Ikeda S(1), Kudo M(2), Izumi N(3), Kobayashi M(4), Azuma M(5), Meier G(6), Pan J(6), Ishii M(5), Kaneko S(7). Author information:
(1)Department of Public Health, School of Medicine, International University of
Health and Welfare, Narita, Chiba, Japan. Electronic address: [Email]
(2)Department of Gastroenterology and Hepatology, Kindai University Faculty of
Medicine, Osakasayama, Osaka, Japan.
(3)Gastroenterology and Hepatology, Musashino Red Cross Hospital, Musashino,
(4)Department of Hepatology, Toranomon Hospital, Minato-ku, Tokyo, Japan.
(5)Eisai Co, Ltd, Bunkyo-ku, Tokyo, Japan.
(6)Eisai Inc, Woodcliff Lake, NJ, USA.
(7)Department of Gastroenterology, Division of Medical Sciences, Graduate School
of Medical Science, Kanazawa University, Kanazawa, Ishikawa, Japan.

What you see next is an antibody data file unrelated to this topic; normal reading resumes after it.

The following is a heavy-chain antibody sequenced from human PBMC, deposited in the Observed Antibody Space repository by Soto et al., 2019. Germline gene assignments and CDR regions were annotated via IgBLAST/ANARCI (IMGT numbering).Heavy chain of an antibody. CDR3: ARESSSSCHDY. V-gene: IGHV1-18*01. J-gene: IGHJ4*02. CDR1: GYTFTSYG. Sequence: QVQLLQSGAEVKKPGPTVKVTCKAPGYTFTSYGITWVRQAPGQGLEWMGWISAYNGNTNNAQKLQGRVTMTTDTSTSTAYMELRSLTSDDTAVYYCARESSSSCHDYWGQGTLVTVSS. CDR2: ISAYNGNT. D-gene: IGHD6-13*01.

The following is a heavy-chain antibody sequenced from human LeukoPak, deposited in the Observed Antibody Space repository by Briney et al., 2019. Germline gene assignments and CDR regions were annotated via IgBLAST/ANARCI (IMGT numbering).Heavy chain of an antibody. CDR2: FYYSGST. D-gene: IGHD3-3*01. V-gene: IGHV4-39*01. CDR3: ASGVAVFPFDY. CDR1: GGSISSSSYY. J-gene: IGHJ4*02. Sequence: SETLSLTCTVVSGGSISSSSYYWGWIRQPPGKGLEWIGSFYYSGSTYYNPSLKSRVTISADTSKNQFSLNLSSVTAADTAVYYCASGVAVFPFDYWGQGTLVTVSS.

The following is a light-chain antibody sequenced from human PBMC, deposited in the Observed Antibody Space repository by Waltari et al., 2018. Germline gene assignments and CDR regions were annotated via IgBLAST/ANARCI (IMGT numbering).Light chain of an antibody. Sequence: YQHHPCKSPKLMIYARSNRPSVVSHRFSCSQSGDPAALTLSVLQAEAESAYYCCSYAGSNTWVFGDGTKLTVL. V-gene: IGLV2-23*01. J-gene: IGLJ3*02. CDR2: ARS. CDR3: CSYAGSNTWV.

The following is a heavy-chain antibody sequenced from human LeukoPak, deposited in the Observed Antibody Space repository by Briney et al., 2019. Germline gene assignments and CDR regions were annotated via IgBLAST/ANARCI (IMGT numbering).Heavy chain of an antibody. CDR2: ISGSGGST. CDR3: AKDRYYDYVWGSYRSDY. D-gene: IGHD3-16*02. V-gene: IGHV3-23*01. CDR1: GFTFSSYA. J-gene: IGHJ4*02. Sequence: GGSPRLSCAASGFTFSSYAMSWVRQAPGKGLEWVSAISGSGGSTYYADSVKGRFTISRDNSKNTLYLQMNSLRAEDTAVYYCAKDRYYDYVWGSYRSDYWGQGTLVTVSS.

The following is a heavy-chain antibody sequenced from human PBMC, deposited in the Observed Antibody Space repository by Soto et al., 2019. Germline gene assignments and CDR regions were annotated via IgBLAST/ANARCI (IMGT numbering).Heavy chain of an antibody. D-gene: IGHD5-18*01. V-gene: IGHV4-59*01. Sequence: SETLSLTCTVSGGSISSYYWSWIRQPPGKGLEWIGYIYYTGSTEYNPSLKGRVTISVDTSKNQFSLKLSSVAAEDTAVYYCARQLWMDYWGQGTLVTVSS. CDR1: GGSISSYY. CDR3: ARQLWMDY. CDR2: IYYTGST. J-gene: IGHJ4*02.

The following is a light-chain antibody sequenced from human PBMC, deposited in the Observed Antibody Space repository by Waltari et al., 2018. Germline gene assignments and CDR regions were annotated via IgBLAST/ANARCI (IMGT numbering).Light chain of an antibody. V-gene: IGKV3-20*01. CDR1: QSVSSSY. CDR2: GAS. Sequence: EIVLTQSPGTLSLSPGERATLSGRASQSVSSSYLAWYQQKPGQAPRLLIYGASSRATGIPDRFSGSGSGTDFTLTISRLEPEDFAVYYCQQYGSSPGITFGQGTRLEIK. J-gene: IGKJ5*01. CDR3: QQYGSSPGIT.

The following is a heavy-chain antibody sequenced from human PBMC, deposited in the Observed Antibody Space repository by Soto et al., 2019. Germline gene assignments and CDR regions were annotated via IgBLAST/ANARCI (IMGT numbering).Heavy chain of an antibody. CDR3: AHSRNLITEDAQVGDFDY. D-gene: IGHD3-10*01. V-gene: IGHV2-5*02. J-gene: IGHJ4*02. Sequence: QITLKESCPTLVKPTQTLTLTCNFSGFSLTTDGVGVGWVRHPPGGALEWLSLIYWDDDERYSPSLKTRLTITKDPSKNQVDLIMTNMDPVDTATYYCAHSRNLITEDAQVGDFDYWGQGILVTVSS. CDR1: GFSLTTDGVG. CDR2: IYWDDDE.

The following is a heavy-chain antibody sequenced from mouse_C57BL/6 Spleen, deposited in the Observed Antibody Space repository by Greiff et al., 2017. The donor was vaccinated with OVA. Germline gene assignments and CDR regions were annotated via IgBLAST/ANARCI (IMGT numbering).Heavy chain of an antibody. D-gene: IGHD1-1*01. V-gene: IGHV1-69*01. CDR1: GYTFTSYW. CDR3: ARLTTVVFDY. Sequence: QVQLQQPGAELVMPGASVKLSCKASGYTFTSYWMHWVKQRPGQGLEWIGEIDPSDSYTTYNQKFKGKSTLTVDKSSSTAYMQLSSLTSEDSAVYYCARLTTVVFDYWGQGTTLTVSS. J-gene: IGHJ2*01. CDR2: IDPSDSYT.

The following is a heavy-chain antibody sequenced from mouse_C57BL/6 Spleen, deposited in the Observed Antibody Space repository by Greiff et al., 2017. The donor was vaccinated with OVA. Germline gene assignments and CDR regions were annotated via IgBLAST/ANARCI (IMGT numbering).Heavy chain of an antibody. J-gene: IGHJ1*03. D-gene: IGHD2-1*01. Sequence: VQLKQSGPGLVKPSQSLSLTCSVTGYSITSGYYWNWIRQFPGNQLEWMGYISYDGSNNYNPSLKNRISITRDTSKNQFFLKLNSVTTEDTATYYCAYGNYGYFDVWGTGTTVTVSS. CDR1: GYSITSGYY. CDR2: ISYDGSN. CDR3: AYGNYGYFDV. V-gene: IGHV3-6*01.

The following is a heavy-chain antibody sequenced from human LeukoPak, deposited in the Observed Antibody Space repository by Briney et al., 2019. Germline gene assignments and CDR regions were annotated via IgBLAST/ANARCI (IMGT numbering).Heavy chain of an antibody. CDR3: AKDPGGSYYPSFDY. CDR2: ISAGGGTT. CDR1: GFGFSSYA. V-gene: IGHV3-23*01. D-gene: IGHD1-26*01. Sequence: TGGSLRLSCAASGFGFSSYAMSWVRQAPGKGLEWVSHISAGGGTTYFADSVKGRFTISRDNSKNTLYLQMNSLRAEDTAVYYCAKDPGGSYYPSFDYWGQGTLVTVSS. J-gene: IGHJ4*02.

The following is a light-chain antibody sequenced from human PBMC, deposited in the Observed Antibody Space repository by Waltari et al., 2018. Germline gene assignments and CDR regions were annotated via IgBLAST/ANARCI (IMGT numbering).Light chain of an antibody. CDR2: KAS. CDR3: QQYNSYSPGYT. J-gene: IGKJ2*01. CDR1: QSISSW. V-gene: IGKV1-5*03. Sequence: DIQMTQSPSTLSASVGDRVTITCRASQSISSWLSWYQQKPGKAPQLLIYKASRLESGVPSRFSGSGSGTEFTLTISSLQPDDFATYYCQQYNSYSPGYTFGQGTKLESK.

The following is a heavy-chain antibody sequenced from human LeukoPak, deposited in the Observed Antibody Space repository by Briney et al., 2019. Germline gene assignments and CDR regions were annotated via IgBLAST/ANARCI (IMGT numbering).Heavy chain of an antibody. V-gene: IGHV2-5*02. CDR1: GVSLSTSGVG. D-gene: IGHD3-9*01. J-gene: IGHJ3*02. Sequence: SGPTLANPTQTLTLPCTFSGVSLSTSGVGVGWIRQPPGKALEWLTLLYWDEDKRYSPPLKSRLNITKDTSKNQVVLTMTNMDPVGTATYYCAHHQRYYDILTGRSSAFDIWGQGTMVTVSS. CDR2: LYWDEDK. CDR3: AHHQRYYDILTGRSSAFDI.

BACKGROUND: Hepatocellular carcinoma (HCC) is one of the leading causes of cancer-related mortality in Japan. Prognosis is poor, and until recently sorafenib was the only treatment option available for patients with unresectable disease. Lenvatinib is the first therapy to demonstrate noninferiority to sorafenib. An analysis was conducted using clinical data from Japanese patients in the phase III REFLECT trial to assess the cost-effectiveness of lenvatinib versus sorafenib for first-line treatment of unresectable HCC in Japan. METHODS: A partitioned survival model was implemented adopting the perspective of the Japanese healthcare system, with costs and outcomes modeled over a lifetime horizon and using a discount rate of 2%, as per Japanese guidelines. Population data from the Japanese subpopulation of REFLECT were used to extrapolate outcomes, and costs and resource use were based on Japanese sources. The Japanese tariff was applied to EQ-5D data collected during the REFLECT clinical trial to obtain utility values reflecting the preferences of the Japanese population. RESULTS: Compared with sorafenib, lenvatinib is dominant because it is associated with a reduction in incremental costs of ¥156 799 and incremental quality-adjusted life-years of 0.31. These results were robust to changes in key assumptions, and probabilistic outcomes aligned with deterministic outcomes. CONCLUSION: Given the use of Japan-specific data in the cost-effectiveness model, it is expected that the use of lenvatinib as a first-line treatment in Japan will be associated with cost savings and improved clinical outcomes versus sorafenib for patients with unresectable HCC.
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